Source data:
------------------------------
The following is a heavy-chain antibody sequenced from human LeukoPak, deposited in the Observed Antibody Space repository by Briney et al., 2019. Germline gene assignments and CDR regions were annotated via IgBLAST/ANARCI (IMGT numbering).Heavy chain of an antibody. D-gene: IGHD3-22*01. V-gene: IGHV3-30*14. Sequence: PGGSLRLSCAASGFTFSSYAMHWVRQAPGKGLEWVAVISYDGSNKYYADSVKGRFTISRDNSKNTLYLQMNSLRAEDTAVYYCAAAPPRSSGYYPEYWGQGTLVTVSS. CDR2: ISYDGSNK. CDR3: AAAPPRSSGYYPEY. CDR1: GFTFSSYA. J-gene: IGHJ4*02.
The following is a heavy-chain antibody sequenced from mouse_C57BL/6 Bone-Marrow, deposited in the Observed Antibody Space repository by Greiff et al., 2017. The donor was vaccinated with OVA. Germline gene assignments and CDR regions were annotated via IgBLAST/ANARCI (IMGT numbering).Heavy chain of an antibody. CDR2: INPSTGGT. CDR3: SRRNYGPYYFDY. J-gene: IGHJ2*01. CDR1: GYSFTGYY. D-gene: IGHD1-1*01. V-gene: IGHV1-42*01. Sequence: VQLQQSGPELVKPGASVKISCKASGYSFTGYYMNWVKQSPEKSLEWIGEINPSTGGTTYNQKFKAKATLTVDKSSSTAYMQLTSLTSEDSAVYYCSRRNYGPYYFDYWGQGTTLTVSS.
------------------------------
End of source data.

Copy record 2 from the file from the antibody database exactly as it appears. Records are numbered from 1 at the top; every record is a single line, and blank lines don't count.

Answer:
The following is a heavy-chain antibody sequenced from mouse_C57BL/6 Bone-Marrow, deposited in the Observed Antibody Space repository by Greiff et al., 2017. The donor was vaccinated with OVA. Germline gene assignments and CDR regions were annotated via IgBLAST/ANARCI (IMGT numbering).Heavy chain of an antibody. CDR2: INPSTGGT. CDR3: SRRNYGPYYFDY. J-gene: IGHJ2*01. CDR1: GYSFTGYY. D-gene: IGHD1-1*01. V-gene: IGHV1-42*01. Sequence: VQLQQSGPELVKPGASVKISCKASGYSFTGYYMNWVKQSPEKSLEWIGEINPSTGGTTYNQKFKAKATLTVDKSSSTAYMQLTSLTSEDSAVYYCSRRNYGPYYFDYWGQGTTLTVSS.